In this varied collection of essays, Walter Brueggemann provides a lens into biblical teachings that speak to our present age of fake news, lies, and alternate realities. Compiled and edited by Louis Stulman, professor of religious studies at the University of Findlay, these essays engage a common theme of truth and hope. As Brueggemann writes in the preface, “There is no doubt that the prophetic tradition regularly engages in truth-telling in order to expose social reality as a systemic act of ‘falseness’ that contradicts the purposes of God. The prophetic tradition of Jeremiah, for instance, is preoccupied with truth-telling that exposes ‘falseness.’ … The prophet exposes the deceit of dominant culture.” The prophetic tradition then moves from truth-telling to “hope-telling,” grounding hope both in unmasking corrupt systems, and in the faithfulness of God to bring about a new way. In Brueggemann’s words, “There can be no hope until truth is told.”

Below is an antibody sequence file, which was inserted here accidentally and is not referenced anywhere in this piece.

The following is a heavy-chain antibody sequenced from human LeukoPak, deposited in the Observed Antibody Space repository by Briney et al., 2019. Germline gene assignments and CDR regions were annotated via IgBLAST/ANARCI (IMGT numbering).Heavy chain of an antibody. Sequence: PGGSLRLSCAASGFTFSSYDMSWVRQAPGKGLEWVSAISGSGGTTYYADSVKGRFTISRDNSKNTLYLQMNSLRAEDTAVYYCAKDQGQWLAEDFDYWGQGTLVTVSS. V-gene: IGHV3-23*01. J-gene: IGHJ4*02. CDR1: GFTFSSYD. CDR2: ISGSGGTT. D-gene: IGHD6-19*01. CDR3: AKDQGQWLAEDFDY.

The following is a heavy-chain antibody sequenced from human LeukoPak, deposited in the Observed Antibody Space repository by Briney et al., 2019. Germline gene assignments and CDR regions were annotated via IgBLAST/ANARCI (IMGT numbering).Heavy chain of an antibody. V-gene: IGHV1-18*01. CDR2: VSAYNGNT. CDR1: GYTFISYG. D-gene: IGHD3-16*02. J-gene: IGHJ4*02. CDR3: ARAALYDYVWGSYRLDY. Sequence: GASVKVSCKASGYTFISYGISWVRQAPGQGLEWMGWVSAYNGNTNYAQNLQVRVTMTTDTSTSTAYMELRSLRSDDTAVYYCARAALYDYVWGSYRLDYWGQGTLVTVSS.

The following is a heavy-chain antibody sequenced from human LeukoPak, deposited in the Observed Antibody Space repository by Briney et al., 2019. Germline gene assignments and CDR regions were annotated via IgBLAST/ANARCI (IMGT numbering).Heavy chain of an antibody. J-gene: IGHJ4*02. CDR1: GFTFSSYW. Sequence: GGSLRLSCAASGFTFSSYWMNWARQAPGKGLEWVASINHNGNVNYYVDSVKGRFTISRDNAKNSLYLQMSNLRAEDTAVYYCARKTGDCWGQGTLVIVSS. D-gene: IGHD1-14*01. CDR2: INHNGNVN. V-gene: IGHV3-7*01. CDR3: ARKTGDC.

Readers will find this collection of essays to be theologically rooted in the concept of prophetic tradition as a means of truth-telling and bringing about justice and restoration. Brueggemann explores how, apart from God’s purposes, truth-telling is nothing more than harping, and hope-telling is only wishful thinking.